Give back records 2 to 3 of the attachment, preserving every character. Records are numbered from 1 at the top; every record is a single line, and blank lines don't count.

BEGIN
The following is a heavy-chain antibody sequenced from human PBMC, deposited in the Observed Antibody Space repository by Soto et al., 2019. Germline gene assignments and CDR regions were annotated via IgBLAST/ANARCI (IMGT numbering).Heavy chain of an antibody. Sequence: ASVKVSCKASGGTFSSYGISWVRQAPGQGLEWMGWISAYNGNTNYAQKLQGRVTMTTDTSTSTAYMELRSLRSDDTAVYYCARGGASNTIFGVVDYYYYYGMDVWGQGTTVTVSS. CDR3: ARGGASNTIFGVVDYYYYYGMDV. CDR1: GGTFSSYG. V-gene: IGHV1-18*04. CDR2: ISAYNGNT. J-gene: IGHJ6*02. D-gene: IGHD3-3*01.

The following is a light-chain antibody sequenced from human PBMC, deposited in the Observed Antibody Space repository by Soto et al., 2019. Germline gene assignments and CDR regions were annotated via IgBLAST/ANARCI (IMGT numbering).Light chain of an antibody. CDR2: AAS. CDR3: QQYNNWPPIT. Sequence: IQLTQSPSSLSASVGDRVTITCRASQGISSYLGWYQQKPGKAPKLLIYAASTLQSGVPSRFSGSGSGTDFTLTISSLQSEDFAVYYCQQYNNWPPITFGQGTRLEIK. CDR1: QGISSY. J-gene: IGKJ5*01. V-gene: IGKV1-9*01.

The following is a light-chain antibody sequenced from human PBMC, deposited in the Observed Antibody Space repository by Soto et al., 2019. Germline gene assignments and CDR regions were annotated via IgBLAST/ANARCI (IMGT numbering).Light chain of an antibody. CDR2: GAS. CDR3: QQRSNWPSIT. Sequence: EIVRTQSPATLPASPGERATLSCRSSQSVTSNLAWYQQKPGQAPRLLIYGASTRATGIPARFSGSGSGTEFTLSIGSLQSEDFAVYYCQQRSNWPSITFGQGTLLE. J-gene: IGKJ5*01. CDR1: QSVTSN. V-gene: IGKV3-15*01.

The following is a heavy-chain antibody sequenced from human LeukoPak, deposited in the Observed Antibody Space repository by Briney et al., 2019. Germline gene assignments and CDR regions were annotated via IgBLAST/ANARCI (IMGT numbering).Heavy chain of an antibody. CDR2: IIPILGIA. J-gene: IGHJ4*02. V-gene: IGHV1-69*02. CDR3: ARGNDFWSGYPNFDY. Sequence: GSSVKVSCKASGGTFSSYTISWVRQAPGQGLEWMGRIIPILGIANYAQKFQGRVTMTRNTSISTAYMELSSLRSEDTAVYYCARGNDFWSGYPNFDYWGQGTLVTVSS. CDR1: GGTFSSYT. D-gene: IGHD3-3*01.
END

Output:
The following is a light-chain antibody sequenced from human PBMC, deposited in the Observed Antibody Space repository by Soto et al., 2019. Germline gene assignments and CDR regions were annotated via IgBLAST/ANARCI (IMGT numbering).Light chain of an antibody. CDR2: AAS. CDR3: QQYNNWPPIT. Sequence: IQLTQSPSSLSASVGDRVTITCRASQGISSYLGWYQQKPGKAPKLLIYAASTLQSGVPSRFSGSGSGTDFTLTISSLQSEDFAVYYCQQYNNWPPITFGQGTRLEIK. CDR1: QGISSY. J-gene: IGKJ5*01. V-gene: IGKV1-9*01.

The following is a light-chain antibody sequenced from human PBMC, deposited in the Observed Antibody Space repository by Soto et al., 2019. Germline gene assignments and CDR regions were annotated via IgBLAST/ANARCI (IMGT numbering).Light chain of an antibody. CDR2: GAS. CDR3: QQRSNWPSIT. Sequence: EIVRTQSPATLPASPGERATLSCRSSQSVTSNLAWYQQKPGQAPRLLIYGASTRATGIPARFSGSGSGTEFTLSIGSLQSEDFAVYYCQQRSNWPSITFGQGTLLE. J-gene: IGKJ5*01. CDR1: QSVTSN. V-gene: IGKV3-15*01.